With Generative AI evolving into full throttle, a bright future beckons. Technology has the potential to enable improved medical diagnostics, personalized education, optimized allocation of resources to humanitarian efforts, and solutions to mitigate the most harmful effects of global warming. However, these same tools can also cause profound social disruption.
Technology may soon enable malicious actors to unleash pandemics, accelerate mass cyber attacks and accelerate the spread of disinformation. Most worryingly, AI systems may evolve to outwit their human creators, establishing their own goals in stark contrast to social norms. Genetic artificial intelligence is poised to break through thresholds we never expected and for which society is unprepared.
This concern is not fear-mongering. It is based on the skill that is there now and the speed at which it is progressing. ChatGPT creator Sam Altman predicts superintelligence AI capable of surpassing a level of specialist skill in most fields and more powerful than any technology ever developed the next decade.
Dario Amodei, former vice president of research at Open AI and current CEO of Anthropic believes that AI can grow too independent for human control in the next two years. Finally, computer scientist Geoffrey Hinton, considered by many to be “The godfather of AI” resigned from Google earlier this year due to concerns that AI may be smarter than we know currently.
Despite these caveats, genetic AI has no governing body, either internationally or within the United States. Technology is it moves so fast without any assurance that the risks increase exponentially. The time to build guardrails is now, and the U.S. must lead the effort.
Championed by Senators Richard Blumenthal and Josh Hawley a bipartisan framework for AI legislation; which deserves attention. The proposal includes the creation of a federal independent watchdog to manage future developments in the technology. This new US government entity will monitor the sale, purchase or transfer of computing resources that exceed certain limits. Microsoft President Brad Smith and Center for AI Policy publicly support the framework.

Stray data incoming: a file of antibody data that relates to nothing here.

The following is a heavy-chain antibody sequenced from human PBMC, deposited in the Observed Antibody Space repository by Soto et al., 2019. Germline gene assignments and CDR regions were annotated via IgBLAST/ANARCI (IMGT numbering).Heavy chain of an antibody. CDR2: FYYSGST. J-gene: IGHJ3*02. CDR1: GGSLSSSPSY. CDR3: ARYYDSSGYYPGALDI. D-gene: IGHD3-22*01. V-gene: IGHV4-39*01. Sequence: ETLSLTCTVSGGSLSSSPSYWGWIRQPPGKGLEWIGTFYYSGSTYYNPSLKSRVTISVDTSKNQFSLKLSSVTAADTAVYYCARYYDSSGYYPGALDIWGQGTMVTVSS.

Sam Altman, CEO of OpenAI, the Senate Judiciary Committee warned on May 16 of the need for a federal agency that licenses any effort that exceeds a certain scale of capability and is capable of shutting down non-compliant companies.
Given the devastating potential for misuse, developing such a licensing structure for general-purpose AI is a proactive step in creating a gatekeeping mechanism. The framework should set regulatory thresholds for computing capacity, development costs, and benchmark performance. As technology advances, these thresholds should be periodically reviewed and, where necessary, updated.
While the Blumenthal-Hawley legislation offers a structure around which legislation and a regulatory body can be created, it lacks important details. The idea must be developed around the regulation of the three key resources in AI development: computing hardware, talent and data. All three are necessary for significant advances in Generative AI models. While any regulatory body will be called upon to monitor and legislate the use of data, a regulatory guideline may consider both hardware and talent. Limiting one, hardware or talent, would allow a safety valve over technology.